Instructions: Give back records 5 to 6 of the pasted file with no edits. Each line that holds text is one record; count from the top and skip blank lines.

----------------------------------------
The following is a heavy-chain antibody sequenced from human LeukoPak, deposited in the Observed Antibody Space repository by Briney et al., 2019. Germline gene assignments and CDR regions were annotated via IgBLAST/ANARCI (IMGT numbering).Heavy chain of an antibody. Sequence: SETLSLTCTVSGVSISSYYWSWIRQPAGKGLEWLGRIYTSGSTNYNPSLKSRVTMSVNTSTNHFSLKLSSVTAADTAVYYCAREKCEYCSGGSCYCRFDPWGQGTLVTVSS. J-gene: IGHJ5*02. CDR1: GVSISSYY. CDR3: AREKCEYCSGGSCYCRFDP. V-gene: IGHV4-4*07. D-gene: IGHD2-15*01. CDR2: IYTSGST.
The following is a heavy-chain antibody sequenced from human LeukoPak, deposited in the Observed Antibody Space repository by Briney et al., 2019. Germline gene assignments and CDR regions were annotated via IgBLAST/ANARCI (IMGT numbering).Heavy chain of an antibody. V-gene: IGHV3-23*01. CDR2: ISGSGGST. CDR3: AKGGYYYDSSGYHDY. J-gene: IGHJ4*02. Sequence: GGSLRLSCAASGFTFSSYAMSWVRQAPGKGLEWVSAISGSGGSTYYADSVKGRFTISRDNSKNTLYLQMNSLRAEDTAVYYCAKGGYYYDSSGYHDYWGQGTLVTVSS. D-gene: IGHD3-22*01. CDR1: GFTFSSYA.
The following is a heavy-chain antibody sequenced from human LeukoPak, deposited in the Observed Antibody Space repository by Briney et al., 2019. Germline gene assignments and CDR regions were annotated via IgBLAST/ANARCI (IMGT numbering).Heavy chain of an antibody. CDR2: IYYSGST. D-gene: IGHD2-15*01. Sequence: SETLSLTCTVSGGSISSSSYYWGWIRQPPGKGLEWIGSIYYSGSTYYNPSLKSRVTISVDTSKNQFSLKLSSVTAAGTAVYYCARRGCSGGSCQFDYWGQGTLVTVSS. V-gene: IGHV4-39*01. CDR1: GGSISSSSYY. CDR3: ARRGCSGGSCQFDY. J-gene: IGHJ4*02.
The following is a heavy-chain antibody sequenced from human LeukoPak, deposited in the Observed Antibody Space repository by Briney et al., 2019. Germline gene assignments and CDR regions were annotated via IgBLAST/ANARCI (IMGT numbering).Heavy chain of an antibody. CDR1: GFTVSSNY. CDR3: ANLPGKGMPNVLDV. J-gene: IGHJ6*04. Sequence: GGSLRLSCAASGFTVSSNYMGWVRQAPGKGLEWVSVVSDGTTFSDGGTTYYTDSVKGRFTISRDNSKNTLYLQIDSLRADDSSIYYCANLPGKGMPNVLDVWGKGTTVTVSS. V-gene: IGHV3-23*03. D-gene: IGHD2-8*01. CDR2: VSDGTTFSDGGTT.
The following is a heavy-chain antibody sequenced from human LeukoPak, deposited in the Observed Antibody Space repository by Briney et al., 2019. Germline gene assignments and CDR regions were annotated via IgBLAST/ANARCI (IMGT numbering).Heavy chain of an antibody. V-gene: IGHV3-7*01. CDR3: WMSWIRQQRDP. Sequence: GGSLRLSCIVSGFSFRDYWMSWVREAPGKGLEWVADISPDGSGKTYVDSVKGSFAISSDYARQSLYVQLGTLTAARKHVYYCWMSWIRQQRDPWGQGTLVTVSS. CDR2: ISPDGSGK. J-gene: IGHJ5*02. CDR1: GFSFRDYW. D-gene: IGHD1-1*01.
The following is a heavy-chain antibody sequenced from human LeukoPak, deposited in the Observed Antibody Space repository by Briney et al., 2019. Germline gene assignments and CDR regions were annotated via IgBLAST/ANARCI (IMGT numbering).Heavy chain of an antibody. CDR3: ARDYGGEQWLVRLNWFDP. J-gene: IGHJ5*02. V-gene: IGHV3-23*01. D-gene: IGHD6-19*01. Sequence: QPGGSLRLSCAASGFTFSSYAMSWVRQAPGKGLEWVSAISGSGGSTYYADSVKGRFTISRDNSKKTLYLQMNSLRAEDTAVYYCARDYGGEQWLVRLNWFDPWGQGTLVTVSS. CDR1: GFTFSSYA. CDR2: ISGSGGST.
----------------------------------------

The following is a heavy-chain antibody sequenced from human LeukoPak, deposited in the Observed Antibody Space repository by Briney et al., 2019. Germline gene assignments and CDR regions were annotated via IgBLAST/ANARCI (IMGT numbering).Heavy chain of an antibody. V-gene: IGHV3-7*01. CDR3: WMSWIRQQRDP. Sequence: GGSLRLSCIVSGFSFRDYWMSWVREAPGKGLEWVADISPDGSGKTYVDSVKGSFAISSDYARQSLYVQLGTLTAARKHVYYCWMSWIRQQRDPWGQGTLVTVSS. CDR2: ISPDGSGK. J-gene: IGHJ5*02. CDR1: GFSFRDYW. D-gene: IGHD1-1*01.
The following is a heavy-chain antibody sequenced from human LeukoPak, deposited in the Observed Antibody Space repository by Briney et al., 2019. Germline gene assignments and CDR regions were annotated via IgBLAST/ANARCI (IMGT numbering).Heavy chain of an antibody. CDR3: ARDYGGEQWLVRLNWFDP. J-gene: IGHJ5*02. V-gene: IGHV3-23*01. D-gene: IGHD6-19*01. Sequence: QPGGSLRLSCAASGFTFSSYAMSWVRQAPGKGLEWVSAISGSGGSTYYADSVKGRFTISRDNSKKTLYLQMNSLRAEDTAVYYCARDYGGEQWLVRLNWFDPWGQGTLVTVSS. CDR1: GFTFSSYA. CDR2: ISGSGGST.